Last year, a rocket crashed into the dark side of the moon, or the side of the moon that we never see due to the tidal locking.
Astronomers weren't really surprised by the crashed rocket as they were tracking the object through space for many weeks and found that its trajectory lined up perfectly, or not so perfectly, with the surface of the moon. The rocket was called WE0913A, and upon collision with the lunar surface, it created two craters that were then spotted by NASA's Lunar Reconnaissance Orbiter (LRO). Initially, astronomers thought the rocket belonged to SpaceX and was an upper stage of a Falcon 9 rocket that was launched in February 2015.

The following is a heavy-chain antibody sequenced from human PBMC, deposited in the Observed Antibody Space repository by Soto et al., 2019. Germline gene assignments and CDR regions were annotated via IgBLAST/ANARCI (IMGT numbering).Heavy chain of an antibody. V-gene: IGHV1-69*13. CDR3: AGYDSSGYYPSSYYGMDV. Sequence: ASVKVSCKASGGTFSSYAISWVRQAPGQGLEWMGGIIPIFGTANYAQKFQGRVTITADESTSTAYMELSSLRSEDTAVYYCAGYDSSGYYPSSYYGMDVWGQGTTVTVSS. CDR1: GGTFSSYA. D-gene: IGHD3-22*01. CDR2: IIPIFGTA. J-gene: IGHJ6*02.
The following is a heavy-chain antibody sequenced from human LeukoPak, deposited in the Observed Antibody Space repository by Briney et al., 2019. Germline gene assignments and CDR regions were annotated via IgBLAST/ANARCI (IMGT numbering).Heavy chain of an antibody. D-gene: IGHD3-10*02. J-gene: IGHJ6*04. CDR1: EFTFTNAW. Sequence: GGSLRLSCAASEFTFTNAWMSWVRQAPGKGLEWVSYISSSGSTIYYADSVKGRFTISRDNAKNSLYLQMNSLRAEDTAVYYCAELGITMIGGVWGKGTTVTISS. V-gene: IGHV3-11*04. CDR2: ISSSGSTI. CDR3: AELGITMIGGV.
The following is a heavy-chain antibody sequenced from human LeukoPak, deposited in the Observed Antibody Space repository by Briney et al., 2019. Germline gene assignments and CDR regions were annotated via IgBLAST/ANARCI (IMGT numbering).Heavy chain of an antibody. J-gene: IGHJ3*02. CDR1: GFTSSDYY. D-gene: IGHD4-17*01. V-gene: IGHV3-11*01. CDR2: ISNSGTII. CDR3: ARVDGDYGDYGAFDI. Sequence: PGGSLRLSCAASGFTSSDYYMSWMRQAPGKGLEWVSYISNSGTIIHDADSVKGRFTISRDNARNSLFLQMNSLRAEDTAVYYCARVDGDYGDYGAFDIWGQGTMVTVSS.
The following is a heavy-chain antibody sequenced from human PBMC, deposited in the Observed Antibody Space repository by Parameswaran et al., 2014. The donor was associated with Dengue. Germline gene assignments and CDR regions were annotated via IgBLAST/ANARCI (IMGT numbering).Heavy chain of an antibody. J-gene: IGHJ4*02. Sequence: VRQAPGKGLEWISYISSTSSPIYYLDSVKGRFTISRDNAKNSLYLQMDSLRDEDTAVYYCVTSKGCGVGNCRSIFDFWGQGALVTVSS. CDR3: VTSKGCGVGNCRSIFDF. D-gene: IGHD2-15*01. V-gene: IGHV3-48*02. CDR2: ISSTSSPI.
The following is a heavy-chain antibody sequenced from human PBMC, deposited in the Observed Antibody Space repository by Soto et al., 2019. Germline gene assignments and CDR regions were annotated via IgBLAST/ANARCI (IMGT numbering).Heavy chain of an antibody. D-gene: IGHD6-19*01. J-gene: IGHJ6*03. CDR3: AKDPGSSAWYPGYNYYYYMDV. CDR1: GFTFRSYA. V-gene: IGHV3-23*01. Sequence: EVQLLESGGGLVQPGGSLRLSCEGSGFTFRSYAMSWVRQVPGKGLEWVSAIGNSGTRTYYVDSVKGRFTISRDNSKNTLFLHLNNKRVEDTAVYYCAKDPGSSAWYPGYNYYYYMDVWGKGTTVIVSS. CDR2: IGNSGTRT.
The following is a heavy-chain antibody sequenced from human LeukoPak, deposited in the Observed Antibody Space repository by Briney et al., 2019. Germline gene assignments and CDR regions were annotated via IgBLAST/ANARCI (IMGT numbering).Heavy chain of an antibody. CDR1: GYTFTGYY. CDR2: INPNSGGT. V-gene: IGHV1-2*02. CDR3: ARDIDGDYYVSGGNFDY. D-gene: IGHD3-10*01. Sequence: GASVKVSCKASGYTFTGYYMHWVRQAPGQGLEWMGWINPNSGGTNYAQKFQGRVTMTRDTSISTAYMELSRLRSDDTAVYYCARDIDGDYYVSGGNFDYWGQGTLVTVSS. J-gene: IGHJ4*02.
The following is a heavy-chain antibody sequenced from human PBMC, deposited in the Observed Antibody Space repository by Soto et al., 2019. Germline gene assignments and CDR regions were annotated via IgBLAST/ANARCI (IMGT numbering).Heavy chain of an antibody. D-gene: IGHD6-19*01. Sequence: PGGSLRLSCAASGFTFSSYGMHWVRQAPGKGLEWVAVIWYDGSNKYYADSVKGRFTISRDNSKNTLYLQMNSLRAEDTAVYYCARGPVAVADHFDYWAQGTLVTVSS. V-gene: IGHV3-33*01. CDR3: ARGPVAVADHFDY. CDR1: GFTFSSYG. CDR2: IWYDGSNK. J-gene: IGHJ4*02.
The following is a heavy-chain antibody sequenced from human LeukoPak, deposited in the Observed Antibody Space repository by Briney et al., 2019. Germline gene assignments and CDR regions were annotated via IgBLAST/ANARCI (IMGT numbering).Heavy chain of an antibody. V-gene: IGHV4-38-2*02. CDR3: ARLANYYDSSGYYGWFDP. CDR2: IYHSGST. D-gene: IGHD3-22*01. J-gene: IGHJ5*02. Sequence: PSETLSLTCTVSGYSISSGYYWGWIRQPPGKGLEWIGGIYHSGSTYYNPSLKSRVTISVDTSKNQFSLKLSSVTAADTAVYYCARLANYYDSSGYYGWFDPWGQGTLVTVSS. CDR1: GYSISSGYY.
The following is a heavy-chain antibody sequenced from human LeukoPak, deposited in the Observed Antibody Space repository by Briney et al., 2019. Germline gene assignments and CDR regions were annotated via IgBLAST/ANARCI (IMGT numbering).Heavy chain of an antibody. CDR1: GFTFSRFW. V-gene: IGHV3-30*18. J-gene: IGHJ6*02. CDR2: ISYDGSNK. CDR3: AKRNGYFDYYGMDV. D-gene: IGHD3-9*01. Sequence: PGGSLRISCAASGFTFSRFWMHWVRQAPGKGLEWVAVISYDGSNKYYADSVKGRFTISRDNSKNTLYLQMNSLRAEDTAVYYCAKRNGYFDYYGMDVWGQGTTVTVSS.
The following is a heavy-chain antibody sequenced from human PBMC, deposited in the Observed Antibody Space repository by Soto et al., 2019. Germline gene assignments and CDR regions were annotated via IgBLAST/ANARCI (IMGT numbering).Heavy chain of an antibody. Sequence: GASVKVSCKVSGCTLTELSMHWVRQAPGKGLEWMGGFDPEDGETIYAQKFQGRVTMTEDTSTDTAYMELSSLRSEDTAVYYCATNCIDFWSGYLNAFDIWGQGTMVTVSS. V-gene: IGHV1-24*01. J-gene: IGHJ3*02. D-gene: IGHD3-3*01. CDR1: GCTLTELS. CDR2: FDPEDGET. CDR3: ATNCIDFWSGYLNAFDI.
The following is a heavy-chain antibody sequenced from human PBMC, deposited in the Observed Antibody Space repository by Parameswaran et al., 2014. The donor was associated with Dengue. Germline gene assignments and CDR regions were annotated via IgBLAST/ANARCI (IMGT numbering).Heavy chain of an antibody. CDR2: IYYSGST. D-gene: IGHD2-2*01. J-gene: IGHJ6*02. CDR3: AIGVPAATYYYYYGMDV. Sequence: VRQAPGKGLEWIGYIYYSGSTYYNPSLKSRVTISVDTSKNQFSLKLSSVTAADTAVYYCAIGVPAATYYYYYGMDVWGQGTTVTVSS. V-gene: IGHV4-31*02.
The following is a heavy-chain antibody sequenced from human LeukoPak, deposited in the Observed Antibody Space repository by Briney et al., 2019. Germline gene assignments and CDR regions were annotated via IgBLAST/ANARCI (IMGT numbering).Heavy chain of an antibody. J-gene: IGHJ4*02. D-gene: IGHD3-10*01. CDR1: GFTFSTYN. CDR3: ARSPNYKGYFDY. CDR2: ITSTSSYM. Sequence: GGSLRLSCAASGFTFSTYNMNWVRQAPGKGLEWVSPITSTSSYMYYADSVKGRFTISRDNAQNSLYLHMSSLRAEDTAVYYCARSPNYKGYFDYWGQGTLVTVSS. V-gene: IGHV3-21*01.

However, those suggestions have now been thrown out the window as a group based in the University of Arizona nailed down WE0913A is actually a Long March 3C rocket body (R/B) from the Chang'e 5-T1 mission. These results were penned in a new study that was published in the Planetary Science Journal on November 16. The team came to their conclusions through trajectory and spectroscopic analysis using ground-based telescope observations.
"This is the first time we see a double crater. We know that in the case of Chang'e 5 T1, its impact was almost straight down, and to get those two craters of about the same size, you need two roughly equal masses that are apart from each other," said Tanner Campbell, a doctoral student in the UA's Department of Aerospace and Mechanical Engineering, wrote in a study